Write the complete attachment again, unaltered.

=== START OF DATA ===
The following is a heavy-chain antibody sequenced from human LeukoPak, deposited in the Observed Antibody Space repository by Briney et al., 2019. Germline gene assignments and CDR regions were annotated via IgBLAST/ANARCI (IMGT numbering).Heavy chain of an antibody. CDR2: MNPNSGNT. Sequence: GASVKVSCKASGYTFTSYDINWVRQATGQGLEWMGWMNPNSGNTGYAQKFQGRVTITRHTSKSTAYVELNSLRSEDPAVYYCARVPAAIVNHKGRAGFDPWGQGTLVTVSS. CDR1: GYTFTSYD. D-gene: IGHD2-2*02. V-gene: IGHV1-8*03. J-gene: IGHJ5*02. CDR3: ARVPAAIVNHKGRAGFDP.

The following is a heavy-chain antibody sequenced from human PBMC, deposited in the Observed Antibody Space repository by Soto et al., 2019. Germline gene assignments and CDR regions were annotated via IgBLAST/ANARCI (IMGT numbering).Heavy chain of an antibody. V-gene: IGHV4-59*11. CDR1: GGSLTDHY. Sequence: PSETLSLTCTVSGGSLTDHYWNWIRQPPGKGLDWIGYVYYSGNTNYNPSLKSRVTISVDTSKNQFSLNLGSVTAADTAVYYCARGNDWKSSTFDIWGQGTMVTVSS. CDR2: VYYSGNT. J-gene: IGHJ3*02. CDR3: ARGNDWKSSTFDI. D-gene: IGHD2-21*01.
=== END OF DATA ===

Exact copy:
The following is a heavy-chain antibody sequenced from human LeukoPak, deposited in the Observed Antibody Space repository by Briney et al., 2019. Germline gene assignments and CDR regions were annotated via IgBLAST/ANARCI (IMGT numbering).Heavy chain of an antibody. CDR2: MNPNSGNT. Sequence: GASVKVSCKASGYTFTSYDINWVRQATGQGLEWMGWMNPNSGNTGYAQKFQGRVTITRHTSKSTAYVELNSLRSEDPAVYYCARVPAAIVNHKGRAGFDPWGQGTLVTVSS. CDR1: GYTFTSYD. D-gene: IGHD2-2*02. V-gene: IGHV1-8*03. J-gene: IGHJ5*02. CDR3: ARVPAAIVNHKGRAGFDP.

The following is a heavy-chain antibody sequenced from human PBMC, deposited in the Observed Antibody Space repository by Soto et al., 2019. Germline gene assignments and CDR regions were annotated via IgBLAST/ANARCI (IMGT numbering).Heavy chain of an antibody. V-gene: IGHV4-59*11. CDR1: GGSLTDHY. Sequence: PSETLSLTCTVSGGSLTDHYWNWIRQPPGKGLDWIGYVYYSGNTNYNPSLKSRVTISVDTSKNQFSLNLGSVTAADTAVYYCARGNDWKSSTFDIWGQGTMVTVSS. CDR2: VYYSGNT. J-gene: IGHJ3*02. CDR3: ARGNDWKSSTFDI. D-gene: IGHD2-21*01.